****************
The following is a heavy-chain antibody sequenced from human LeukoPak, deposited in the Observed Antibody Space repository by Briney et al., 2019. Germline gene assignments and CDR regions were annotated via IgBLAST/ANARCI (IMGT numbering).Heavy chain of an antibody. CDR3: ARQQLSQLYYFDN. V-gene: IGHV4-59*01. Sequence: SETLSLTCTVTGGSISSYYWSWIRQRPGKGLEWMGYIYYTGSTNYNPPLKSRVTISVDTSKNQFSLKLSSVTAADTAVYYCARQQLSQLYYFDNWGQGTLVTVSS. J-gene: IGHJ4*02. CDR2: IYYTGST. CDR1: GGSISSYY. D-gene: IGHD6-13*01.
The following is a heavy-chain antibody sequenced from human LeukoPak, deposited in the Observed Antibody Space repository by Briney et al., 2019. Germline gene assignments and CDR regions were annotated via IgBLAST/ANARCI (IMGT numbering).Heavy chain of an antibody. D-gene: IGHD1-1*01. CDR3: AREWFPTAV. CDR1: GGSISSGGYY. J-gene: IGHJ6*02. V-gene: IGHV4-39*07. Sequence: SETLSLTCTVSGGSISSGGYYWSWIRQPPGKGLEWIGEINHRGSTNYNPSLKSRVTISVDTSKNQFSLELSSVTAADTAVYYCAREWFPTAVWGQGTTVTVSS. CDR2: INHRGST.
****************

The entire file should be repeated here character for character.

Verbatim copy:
The following is a heavy-chain antibody sequenced from human LeukoPak, deposited in the Observed Antibody Space repository by Briney et al., 2019. Germline gene assignments and CDR regions were annotated via IgBLAST/ANARCI (IMGT numbering).Heavy chain of an antibody. CDR3: ARQQLSQLYYFDN. V-gene: IGHV4-59*01. Sequence: SETLSLTCTVTGGSISSYYWSWIRQRPGKGLEWMGYIYYTGSTNYNPPLKSRVTISVDTSKNQFSLKLSSVTAADTAVYYCARQQLSQLYYFDNWGQGTLVTVSS. J-gene: IGHJ4*02. CDR2: IYYTGST. CDR1: GGSISSYY. D-gene: IGHD6-13*01.
The following is a heavy-chain antibody sequenced from human LeukoPak, deposited in the Observed Antibody Space repository by Briney et al., 2019. Germline gene assignments and CDR regions were annotated via IgBLAST/ANARCI (IMGT numbering).Heavy chain of an antibody. D-gene: IGHD1-1*01. CDR3: AREWFPTAV. CDR1: GGSISSGGYY. J-gene: IGHJ6*02. V-gene: IGHV4-39*07. Sequence: SETLSLTCTVSGGSISSGGYYWSWIRQPPGKGLEWIGEINHRGSTNYNPSLKSRVTISVDTSKNQFSLELSSVTAADTAVYYCAREWFPTAVWGQGTTVTVSS. CDR2: INHRGST.